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Bruins Notebook

Bruins’ Jarome Iginla making a return to Calgary

The Bruins’ Jarome Iginla, who played for the Flames for more than 15 seasons, returns to the Saddledome Monday.


The Bruins’ Jarome Iginla, who played for the Flames for more than 15 seasons, returns to the Saddledome Monday.

CALGARY — It has been the hottest ticket in Calgary since the NHL schedule came out. Jarome Iginla, who never got to say a proper goodbye to his fans in the city, will return to the place where he is regarded almost as royalty.

“I think it’s just going to be electric, and when they put him up on the Jumbotron, he’s going to get a huge ovation, a standing ovation,” said Craig Conroy, Iginla’s close friend and a member of the Flames’ front office. “Who knows how long it’s going to be for? Knowing Jarome, he’ll be like, ‘Enough, let’s just go.’

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“But it’s truly the game of the year for people in Calgary. That’s the way they feel.”

Iginla was swarmed by cameras and reporters when he walked into the Saddledome on Monday afternoon, turning toward the visitor’s dressing room instead of the one he inhabited for more than 15 seasons.

Iginla was traded to Pittsburgh on March 28 and signed with the Bruins in July. Tuesday’s game will be his first in Calgary since the trade.

He took some ribbing from his teammates for the reception, but it was good-natured. Most of them were looking forward to being part of the moment, to seeing a player likely bound for the Hall of Fame return to the team where he produced more than 500 goals, where he rewrote the team record book.

“It doesn’t feel like I’ve left,” Iginla said. “Honestly, it just feels like coming home.

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“I haven’t put a lot of deep thought into [returning]. Just trying to enjoy it. . . . To see family, friends, familiar faces, just trying to come and enjoy it and play. Want to play well, and win.”

Iginla said his mother, who lives in Calgary, will attend the game, as well as his father. He said he’s trying not to have expectations of the reception that he’ll receive from the fans, but just hopes that it’ll be positive.

Conroy and Iginla planned on going to dinner Monday — a night that Bruins coach Claude Julien joked he’d relax the curfew for the former Calgary star.

“It’s going to be more of a celebration for him,” Conroy said. “Sometimes people come back and they get booed. I just see it being a real positive thing, for sure.”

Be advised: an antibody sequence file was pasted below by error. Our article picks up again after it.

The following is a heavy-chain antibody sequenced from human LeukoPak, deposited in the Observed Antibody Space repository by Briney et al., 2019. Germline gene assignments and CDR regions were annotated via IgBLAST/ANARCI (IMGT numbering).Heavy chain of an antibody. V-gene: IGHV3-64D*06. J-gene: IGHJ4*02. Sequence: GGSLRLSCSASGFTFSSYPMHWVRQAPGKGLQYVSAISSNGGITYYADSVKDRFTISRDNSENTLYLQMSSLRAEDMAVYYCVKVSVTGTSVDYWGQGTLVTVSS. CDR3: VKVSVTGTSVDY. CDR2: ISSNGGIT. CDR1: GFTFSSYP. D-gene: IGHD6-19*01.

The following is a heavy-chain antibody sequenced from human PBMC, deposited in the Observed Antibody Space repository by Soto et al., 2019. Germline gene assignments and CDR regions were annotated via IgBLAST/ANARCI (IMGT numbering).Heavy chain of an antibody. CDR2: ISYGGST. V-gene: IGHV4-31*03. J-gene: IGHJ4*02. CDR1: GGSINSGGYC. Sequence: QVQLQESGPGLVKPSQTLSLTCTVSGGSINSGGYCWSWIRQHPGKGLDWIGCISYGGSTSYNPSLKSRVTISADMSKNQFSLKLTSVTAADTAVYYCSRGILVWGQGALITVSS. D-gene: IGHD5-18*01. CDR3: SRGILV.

He added, “You wish him well, but we still need Calgary to win that game. So you have mixed emotions. But it’s going to be very awkward seeing him step on the ice with a Boston Bruins jersey, for sure.”

Boychuk on ice

Johnny Boychuk sounded less than confident about his availability for the Flames game after Monday’s practice. The defenseman took to the ice for the first time since he was removed from Thursday’s game on a stretcher after suffering back spasms on a hit by Montreal’s Max Pacioretty.

Asked how he felt, Boychuk said, “I didn’t feel awesome. Haven’t skated in, what, five days? At least I got out there and moved around and got back on the ice.”

He later added, “Today it felt OK, at best.”

Julien seemed far more optimistic about the defenseman’s chances of playing in Calgary.

“I haven’t had a chance to talk to him yet, but he felt really good the other day,” Julien said. “He was ready to go at it. The reason we haven’t called a defenseman up is because there’s a real strong anticipation that he’ll be ready to go.

“As you know, it wasn’t an injury per se, more than it was spasms. So once that goes away, he’s ready to go.”

The Bruins have no margin for error with their defensemen after sending Dougie Hamilton back to Boston after their 5-2 victory Sunday night in Toronto. They do not have an extra defenseman in Calgary.

Boychuk acknowledged that he still has stiffness in the back, which he said had not locked up in that way before Thursday. He did clarify that he was not having trouble breathing while down on the ice, though it certainly appeared that way.

“I was just trying to get up and I just couldn’t,” Boychuk said. “I wanted to, and then they told me to just stay down because they were going to bring the stretcher just in case something was bad and something was wrong with it.

“It’s a good thing that they were a little extra cautious because you never know what could be wrong.”

And Boychuk knows, too, that it could have been a lot worse.

“Still pretty stiff,” he said. “It’s been loosening up every day with the treatments and stuff like that. Hopefully we’ll see how it feels [Tuesday]. I’m not moving mountains, but it’s getting better every day, and that’s all I can ask for.”

’Tis the season

In addition to all their injury concerns, the Bruins now have to contend with illness. The team sent four players — Zdeno Chara, Kevan Miller, Gregory Campbell, and Chad Johnson — back to the hotel Monday due to “the flu bug,” according to Julien. “We’ve had a lot of challenges on this road trip,” Julien said. Miller did not suffer any lingering ill effects from the hit from behind into the boards by Dion Phaneuf on Sunday, and is expected to play Tuesday . . . Phaneuf will have a phone hearing with the player safety department Tuesday. He was not penalized at the time of the hit.

Amalie Benjamin can be reached at Follow her on Twitter @amaliebenjamin.

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